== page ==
H.R. 4445: Indian Pueblo Cultural Center Clarification Act

H.R. 4445

Indian Pueblo Cultural Center Clarification Act

June 29, 2010 (111th Congress, 2nd Session)

Staff Contact

Floor Situation

H.R. 4445 is being considered on the floor on Tuesday, June 29, 2010, under a suspension of the rules, requiring a two-thirds majority vote for passage.  This legislation was introduced by Rep. Martin Heinrich (D-NM) on January 13, 2010, and referred to the Committee on Natural Resources which held a mark up on June 16, 2010 and reported the bill by unanimous consent.

Bill Summary

H.R. 4445 would strike a provision in current law which prohibits the Indian Pueblo Cultural Center in New Mexico from being considered “Indian Country.”  If this provision is removed, it would give the Cultural Center the same tax-exempt status as other tribal trust lands and would prohibit the New Mexico Taxation and Revenue Department from levying taxes on Pueblo members who engage in business at the center.  In addition, the legislation would prohibit any gaming from being conducted on the transferred property.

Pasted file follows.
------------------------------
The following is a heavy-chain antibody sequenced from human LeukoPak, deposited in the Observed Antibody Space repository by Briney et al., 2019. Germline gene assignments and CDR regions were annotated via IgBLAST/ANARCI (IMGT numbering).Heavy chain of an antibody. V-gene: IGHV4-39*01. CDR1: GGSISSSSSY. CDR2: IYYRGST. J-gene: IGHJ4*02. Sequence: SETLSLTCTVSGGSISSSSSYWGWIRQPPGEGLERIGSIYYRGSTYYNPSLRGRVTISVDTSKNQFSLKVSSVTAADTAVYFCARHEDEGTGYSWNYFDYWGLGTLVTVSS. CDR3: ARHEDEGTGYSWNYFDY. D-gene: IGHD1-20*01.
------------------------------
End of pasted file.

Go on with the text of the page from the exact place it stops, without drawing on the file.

In 1978, Public Law 97-232 was enacted, providing for the land to be placed in trust for the Indian Pueblo Cultural Center in New Mexico.  However, that legislation included a stipulation that, “such land shall be held in trust jointly for such Indian pueblos and shall enjoy the tax-exempt status of other trust lands, including exemption from State taxation and regulation.  However, such property shall not be ‘Indian Country’.”   Because the legislation stipulates that the land shall not be considered “Indian Country,” the New Mexico Taxation and Revenue Department decided to levy taxes on Pueblo members who did business at the cultural center.  The legislation would ensure that such business would be tax exempt by removing the provision which excludes the center from being considered Indian Country.


According to CBO, H.R. 4445 would have an “insignificant” impact on discretionary funding because considering the center as “Indian Country” could potentially increase the work loads for certain federal law enforcement agencies required to oversee Indian Country. 

In addition, CBO states that the legislation “would impose an intergovernmental mandate as defined in the Unfunded Mandates Reform Act (UMRA) by prohibiting gaming on some land held in trust for the Pueblos in New Mexico.”  However, because there are no gaming activities currently being conducted on the property, and there are no plans for future gaming operations, CBO estimates that any cost of the mandate would be well below the UMRA threshold.